22:0478(49)NG - AFGE Local 32 and OPM -- 1986 FLRAdec NG



[ v22 p478 ]
22:0478(49)NG
The decision of the Authority follows:


 22 FLRA No. 49
 
 AMERICAN FEDERATION OF GOVERNMENT 
 EMPLOYEES, LOCAL 32, AFL-CIO 
 Union
 
 and
 
 OFFICE OF PERSONNEL MANAGEMENT
 Agency
 
                                            Case No. 0-NG-914
                                                14 FLRA 754 
 
                       DECISION AND ORDER ON REMAND
 
                         I.  Statement of the Case
 
    This case is before the Authority pursuant to a remand from the
 United States Court of Appeals for the District of Columbia Circuit.
 The question involved is whether "competitive areas" within an agency
 for reduction-in-force (RIF) purposes are within the duty to bargain
 under the Federal Service Labor-Management Relations Statute (the
 Statute).
 
                              II.  Background
 
    In a previous decision in this case, American Federation of
 Government Employees, Local 32, AFL-CIO and Office of Personnel
 Management, 14 FLRA 754 (1984) (Local 32), the Authority held a Union
 proposal defining the competitive area to be used for RIF to be outside
 the duty to bargain.  On review, the D.C. Circuit found an apparent
 inconsistency between this Authority finding and the Authority's finding
 in Association of Civilian Technicians, Pennsylvania State Council and
 Pennsylvania Army and Air National Guard, 14 FLRA 38 (1984) (ACT) that a
 proposed competitive area was within the duty to bargain.  It remanded
 this case and another case with the same holding, National Federation of
 Federal Employees, Local 29 and Department of the Army, U.S. Army Corps
 of Engineers, Kansas City District, Kansas City, Missouri, 16 FLRA 75
 (1984), and directed the Authority to address and resolve the apparent
 conflict between its Local 32 and ACT decisions.  Local 32, American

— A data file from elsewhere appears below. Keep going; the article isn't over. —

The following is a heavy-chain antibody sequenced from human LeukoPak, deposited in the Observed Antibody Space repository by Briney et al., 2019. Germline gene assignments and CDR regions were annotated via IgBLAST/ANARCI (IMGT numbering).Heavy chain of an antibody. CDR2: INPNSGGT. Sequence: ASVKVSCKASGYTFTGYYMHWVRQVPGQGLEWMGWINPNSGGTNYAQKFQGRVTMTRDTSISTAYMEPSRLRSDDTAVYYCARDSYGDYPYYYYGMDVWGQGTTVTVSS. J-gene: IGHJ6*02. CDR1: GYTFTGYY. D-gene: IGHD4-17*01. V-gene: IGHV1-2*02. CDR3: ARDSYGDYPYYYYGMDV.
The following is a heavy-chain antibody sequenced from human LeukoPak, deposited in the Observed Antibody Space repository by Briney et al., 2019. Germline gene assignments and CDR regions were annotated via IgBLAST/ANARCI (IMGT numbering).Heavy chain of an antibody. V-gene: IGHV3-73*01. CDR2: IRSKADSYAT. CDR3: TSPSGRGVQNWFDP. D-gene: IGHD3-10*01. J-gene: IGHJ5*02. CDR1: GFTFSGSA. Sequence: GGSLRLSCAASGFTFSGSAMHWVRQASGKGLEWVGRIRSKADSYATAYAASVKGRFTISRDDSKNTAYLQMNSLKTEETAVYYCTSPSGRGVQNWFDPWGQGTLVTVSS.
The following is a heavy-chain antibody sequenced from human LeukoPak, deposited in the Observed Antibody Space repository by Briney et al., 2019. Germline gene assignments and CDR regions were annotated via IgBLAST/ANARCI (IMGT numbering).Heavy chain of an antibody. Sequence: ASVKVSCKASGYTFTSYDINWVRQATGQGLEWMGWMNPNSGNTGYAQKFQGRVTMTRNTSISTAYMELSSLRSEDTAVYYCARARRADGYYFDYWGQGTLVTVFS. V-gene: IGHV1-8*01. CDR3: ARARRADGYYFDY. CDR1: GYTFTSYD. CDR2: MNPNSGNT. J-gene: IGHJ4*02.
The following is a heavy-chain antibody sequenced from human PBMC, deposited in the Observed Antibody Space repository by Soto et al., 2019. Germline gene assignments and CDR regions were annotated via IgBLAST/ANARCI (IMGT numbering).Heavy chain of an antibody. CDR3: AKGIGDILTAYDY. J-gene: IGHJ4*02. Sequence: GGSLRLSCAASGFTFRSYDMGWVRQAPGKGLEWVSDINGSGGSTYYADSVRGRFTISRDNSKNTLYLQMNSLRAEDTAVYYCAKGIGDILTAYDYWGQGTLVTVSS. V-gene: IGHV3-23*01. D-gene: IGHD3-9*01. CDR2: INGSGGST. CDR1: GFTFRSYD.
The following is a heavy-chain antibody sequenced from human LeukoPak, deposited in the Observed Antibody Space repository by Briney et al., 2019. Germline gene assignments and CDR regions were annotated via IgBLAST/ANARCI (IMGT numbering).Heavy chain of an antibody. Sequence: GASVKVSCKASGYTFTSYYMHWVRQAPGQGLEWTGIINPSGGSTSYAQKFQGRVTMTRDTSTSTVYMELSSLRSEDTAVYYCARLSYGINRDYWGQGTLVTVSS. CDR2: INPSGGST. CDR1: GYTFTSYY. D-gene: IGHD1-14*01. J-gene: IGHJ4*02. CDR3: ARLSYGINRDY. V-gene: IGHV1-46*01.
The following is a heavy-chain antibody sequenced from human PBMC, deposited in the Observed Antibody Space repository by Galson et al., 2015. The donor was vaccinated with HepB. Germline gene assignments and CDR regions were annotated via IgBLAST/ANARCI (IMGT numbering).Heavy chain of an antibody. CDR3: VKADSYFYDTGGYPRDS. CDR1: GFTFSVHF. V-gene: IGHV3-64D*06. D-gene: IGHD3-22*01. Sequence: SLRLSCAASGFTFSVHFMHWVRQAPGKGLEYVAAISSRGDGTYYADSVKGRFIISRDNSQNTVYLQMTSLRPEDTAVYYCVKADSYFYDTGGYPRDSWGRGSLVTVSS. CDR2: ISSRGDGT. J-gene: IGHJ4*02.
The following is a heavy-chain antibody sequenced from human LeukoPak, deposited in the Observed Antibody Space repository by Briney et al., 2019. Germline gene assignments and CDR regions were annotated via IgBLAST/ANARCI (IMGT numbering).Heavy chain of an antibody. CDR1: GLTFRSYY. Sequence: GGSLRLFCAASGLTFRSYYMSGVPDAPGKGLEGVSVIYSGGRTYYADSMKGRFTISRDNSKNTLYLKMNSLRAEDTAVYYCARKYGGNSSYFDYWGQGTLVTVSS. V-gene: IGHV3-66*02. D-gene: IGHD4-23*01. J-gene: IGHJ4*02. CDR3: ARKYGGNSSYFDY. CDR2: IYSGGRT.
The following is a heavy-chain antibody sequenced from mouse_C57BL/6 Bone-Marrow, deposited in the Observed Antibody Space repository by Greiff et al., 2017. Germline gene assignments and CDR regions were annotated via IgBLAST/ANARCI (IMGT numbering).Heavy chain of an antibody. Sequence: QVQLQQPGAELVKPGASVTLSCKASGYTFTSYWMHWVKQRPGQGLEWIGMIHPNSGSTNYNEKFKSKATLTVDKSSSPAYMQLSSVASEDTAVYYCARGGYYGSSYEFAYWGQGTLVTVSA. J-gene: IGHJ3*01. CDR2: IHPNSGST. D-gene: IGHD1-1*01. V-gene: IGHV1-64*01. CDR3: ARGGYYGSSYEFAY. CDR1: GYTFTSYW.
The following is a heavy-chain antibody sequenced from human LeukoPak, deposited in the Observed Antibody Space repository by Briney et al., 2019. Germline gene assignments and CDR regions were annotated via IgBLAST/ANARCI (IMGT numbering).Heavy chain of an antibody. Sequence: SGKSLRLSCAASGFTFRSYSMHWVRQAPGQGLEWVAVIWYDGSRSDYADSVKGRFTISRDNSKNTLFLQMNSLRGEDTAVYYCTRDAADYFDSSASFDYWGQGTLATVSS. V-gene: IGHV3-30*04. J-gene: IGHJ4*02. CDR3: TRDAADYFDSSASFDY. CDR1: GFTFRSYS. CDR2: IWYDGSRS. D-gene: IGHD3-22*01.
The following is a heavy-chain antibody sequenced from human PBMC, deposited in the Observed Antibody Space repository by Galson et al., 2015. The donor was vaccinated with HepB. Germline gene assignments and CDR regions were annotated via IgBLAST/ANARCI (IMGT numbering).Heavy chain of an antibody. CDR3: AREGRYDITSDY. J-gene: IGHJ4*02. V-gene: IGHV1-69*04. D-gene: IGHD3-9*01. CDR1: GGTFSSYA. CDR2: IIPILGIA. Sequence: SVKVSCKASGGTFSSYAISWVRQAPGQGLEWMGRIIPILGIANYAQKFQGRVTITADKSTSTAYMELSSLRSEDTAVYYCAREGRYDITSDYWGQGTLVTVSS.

Federation of Government Employees v. FLRA, 774 F.2d 498 (D.C. Cir.
 1985).
 
           III.  Consideration of D.C. Circuit in Remanding Case
 
    The D.C. Circuit highlighted four considerations in remanding this
 case to the Authority to resolve the apparent conflict between these two
 decisions:
 
          A.  The Authority had previously adhered to the principle that
       a proposal may be a mandatory subject of bargaining despite its
       effect on nonbargaining unit employees;
 
          B.  the Authority's decisions in these cases appear to be at
       odds with a familiar principle of private sector labor law that a
       proposal concerning terms and conditions of employment is within
       the duty to bargain despite its effects on third parties;
 
          C.  the agency involved in this case had previously bargained a
       similar provision defining competitive area;  and
 
          D.  the Authority's attempt to distinguish the two cases was
       incomplete because it did not and could not state that the ACT
       proposal had no effect on nonbargaining unit employees.
 
                               IV.  Analysis
 
          A.  The Authority's Analysis of Proposals Which Affect
 
                Employees Outside the Bargaining Unit
 
    In the Federal as in the private sector, the statutory obligation to
 negotiate extends only to conditions of employment within the bargaining
 unit.  Matters involving individuals outside the employment relationship
 normally are excluded.  /1/